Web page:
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Tuesday, July 26, 2005

Pakistani men may be involved in London terror attack

On Monday travel companies reported a rash of cancellations in the wake of this weekend's attacks in the Red Sea resort, which left at least 88 people dead and more than 100 injured. Egypt's tourism minister expressed concern on Sunday that the attacks would hit the $6.6 billion tourism industry, the country's biggest private-sector employer, in the short term.

Sharm el-Sheikh Police investigators were searching yesterday for six Pakistani men as the probe widened in the weekend terrorist attacks at the Red Sea resort of Sharm el-Sheikh, and Egypt sacked its security chiefs of Sinai in an apparent acknowledgment of security failures. Police at checkpoints around the resort were circulating photographs of the six, who were apparently among a group of nine Pakistanis who arrived in Sharm el-Sheikh from Cairo on July 5, said two investigators, who spoke on condition of anonymity because of the probe's sensitivity.

The nationalities of the men were not known. Police were not saying the Pakistanis were definitely involved, and investigators were also pursuing other threads. But any involvement of Pakistanis in Saturday's pre-dawn attacks in Sharm el-Sheikh in which a string of coordinated bombs killed 88 people and flattened part of a luxury hotel would imply an international, possibly al-Qaeda hand behind them. British authorities have been seeking several Pakistanis in connection to this month's deadly bombings in London, and Washington has raised the possibility that both the London and Sharm attacks were planned by al-Qaeda. Pakistani involvement would also represent a change in militant violence in Egypt, which in the past was seen as largely homegrown with little direct foreign hand.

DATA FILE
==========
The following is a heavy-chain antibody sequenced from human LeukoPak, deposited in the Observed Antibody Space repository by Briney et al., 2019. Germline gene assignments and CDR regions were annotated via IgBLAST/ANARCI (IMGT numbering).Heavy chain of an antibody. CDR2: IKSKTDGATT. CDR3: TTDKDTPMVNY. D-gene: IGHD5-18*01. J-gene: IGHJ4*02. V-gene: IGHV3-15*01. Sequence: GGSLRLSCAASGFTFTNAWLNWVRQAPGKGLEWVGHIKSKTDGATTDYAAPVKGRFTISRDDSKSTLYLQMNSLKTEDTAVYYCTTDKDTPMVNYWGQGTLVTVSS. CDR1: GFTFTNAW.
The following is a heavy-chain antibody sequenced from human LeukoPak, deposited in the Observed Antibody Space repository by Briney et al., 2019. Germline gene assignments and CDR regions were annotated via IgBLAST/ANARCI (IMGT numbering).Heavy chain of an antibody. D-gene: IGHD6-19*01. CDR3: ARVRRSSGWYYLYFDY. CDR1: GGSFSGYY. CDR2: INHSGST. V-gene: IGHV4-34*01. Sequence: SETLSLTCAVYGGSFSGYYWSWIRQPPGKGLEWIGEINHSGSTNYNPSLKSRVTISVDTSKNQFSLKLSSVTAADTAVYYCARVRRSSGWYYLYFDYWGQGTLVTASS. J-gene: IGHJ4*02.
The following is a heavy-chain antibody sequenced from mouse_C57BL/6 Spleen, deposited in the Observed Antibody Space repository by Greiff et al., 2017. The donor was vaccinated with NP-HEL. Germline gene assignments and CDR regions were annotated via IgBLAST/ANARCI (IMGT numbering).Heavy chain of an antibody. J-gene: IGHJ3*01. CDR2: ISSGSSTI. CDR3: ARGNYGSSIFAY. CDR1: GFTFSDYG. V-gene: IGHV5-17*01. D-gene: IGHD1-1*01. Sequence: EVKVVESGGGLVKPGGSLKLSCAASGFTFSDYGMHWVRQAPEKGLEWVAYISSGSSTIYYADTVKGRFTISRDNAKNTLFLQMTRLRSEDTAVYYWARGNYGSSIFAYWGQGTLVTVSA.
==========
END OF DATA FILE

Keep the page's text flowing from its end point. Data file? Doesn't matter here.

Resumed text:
But Roland Schmid, spokesman for travel group TUI Switzerland, told swissinfo that holidaymakers were unlikely to stay away from Egypt for long. "Looking at the immediate reaction, I think it might have a short-term effect for Sharm el-Sheikh but not for Egypt in the long-term," he said.

He added that while bookings would probably drop in the first instance, many tourists were likely to forget about the Sharm el-Sheikh bombings within a month or two. "But if there is another attack, say in Cairo, involving foreign tourists then that will probably cause a similar reaction to the one that followed Luxor," warned Fässler, who runs the Winterthur Centre for Crisis Intervention.

The crisis centre dispatched an international care team to Sharm el-Sheikh to help those traumatised by Saturday's events. Urs Fehr, spokesman for tour operator Kuoni Switzerland, said it was too early to draw conclusions on the long-term picture. But he echoed the view that there was unlikely to be a repeat of the sharp drop-off in bookings that followed the Luxor massacre.

Investigators were working several possible theories including possible Palestinian involvement and whether the Sharm attacks were linked to last October's bombings in two other Sinai resorts that killed 34 people, including Israelis. Pakistani President Pervez Musharraf said yesterday that al-Qaeda's command and communication system in his country has been eliminated and that the network could not have orchestrated terrorist attacks in London, Sharm el-Sheikh or elsewhere from Pakistan.


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